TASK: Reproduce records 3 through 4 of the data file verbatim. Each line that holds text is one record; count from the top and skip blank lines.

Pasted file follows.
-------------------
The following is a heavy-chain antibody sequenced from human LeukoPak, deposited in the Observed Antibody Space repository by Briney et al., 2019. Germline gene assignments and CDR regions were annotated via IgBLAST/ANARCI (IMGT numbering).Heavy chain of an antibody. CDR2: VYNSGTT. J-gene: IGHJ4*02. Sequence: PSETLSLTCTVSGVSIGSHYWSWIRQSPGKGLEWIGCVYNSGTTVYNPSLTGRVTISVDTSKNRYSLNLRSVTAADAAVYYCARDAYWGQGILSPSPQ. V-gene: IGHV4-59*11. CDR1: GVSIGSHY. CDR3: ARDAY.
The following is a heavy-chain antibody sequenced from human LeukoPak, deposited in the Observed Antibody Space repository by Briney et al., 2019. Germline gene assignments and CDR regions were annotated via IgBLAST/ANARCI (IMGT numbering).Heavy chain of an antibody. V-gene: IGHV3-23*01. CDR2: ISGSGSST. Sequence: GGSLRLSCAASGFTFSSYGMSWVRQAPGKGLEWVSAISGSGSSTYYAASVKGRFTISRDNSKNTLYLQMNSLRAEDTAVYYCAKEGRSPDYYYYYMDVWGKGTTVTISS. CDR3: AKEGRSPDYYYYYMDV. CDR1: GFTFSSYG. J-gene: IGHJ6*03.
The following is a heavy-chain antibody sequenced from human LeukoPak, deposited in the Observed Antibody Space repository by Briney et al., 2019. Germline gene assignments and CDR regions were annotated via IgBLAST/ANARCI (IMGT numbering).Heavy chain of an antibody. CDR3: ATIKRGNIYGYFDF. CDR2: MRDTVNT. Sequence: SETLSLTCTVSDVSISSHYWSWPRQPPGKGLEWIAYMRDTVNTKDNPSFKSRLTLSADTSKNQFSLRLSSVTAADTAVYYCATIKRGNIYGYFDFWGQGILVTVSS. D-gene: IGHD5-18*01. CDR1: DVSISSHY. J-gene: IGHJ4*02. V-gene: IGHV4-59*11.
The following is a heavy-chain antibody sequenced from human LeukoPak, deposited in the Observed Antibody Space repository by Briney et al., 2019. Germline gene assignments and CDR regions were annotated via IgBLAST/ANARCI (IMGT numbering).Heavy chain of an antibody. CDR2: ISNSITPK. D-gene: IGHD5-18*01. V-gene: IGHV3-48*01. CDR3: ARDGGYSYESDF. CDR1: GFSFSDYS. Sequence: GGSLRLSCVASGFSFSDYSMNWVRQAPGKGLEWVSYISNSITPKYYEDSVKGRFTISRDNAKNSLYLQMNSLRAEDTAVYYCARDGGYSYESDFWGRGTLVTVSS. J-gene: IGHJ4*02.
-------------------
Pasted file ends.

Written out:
The following is a heavy-chain antibody sequenced from human LeukoPak, deposited in the Observed Antibody Space repository by Briney et al., 2019. Germline gene assignments and CDR regions were annotated via IgBLAST/ANARCI (IMGT numbering).Heavy chain of an antibody. CDR3: ATIKRGNIYGYFDF. CDR2: MRDTVNT. Sequence: SETLSLTCTVSDVSISSHYWSWPRQPPGKGLEWIAYMRDTVNTKDNPSFKSRLTLSADTSKNQFSLRLSSVTAADTAVYYCATIKRGNIYGYFDFWGQGILVTVSS. D-gene: IGHD5-18*01. CDR1: DVSISSHY. J-gene: IGHJ4*02. V-gene: IGHV4-59*11.
The following is a heavy-chain antibody sequenced from human LeukoPak, deposited in the Observed Antibody Space repository by Briney et al., 2019. Germline gene assignments and CDR regions were annotated via IgBLAST/ANARCI (IMGT numbering).Heavy chain of an antibody. CDR2: ISNSITPK. D-gene: IGHD5-18*01. V-gene: IGHV3-48*01. CDR3: ARDGGYSYESDF. CDR1: GFSFSDYS. Sequence: GGSLRLSCVASGFSFSDYSMNWVRQAPGKGLEWVSYISNSITPKYYEDSVKGRFTISRDNAKNSLYLQMNSLRAEDTAVYYCARDGGYSYESDFWGRGTLVTVSS. J-gene: IGHJ4*02.